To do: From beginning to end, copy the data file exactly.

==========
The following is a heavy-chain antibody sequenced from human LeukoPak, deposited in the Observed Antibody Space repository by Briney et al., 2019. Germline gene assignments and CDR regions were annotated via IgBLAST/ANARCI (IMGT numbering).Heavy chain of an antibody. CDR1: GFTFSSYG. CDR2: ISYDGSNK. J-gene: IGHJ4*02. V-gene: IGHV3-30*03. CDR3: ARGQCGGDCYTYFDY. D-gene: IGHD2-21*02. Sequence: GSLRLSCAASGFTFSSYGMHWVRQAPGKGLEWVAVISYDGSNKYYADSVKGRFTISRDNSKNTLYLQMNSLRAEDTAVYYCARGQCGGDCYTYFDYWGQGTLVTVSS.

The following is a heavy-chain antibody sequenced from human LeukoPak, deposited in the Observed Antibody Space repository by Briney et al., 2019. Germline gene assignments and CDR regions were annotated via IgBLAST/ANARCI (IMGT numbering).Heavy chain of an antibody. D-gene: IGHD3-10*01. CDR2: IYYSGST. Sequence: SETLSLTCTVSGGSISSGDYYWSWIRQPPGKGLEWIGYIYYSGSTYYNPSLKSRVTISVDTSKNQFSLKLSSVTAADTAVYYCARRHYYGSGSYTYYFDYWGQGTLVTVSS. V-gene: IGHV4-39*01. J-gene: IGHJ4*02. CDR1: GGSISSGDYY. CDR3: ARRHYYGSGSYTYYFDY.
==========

The following is a heavy-chain antibody sequenced from human LeukoPak, deposited in the Observed Antibody Space repository by Briney et al., 2019. Germline gene assignments and CDR regions were annotated via IgBLAST/ANARCI (IMGT numbering).Heavy chain of an antibody. CDR1: GFTFSSYG. CDR2: ISYDGSNK. J-gene: IGHJ4*02. V-gene: IGHV3-30*03. CDR3: ARGQCGGDCYTYFDY. D-gene: IGHD2-21*02. Sequence: GSLRLSCAASGFTFSSYGMHWVRQAPGKGLEWVAVISYDGSNKYYADSVKGRFTISRDNSKNTLYLQMNSLRAEDTAVYYCARGQCGGDCYTYFDYWGQGTLVTVSS.

The following is a heavy-chain antibody sequenced from human LeukoPak, deposited in the Observed Antibody Space repository by Briney et al., 2019. Germline gene assignments and CDR regions were annotated via IgBLAST/ANARCI (IMGT numbering).Heavy chain of an antibody. D-gene: IGHD3-10*01. CDR2: IYYSGST. Sequence: SETLSLTCTVSGGSISSGDYYWSWIRQPPGKGLEWIGYIYYSGSTYYNPSLKSRVTISVDTSKNQFSLKLSSVTAADTAVYYCARRHYYGSGSYTYYFDYWGQGTLVTVSS. V-gene: IGHV4-39*01. J-gene: IGHJ4*02. CDR1: GGSISSGDYY. CDR3: ARRHYYGSGSYTYYFDY.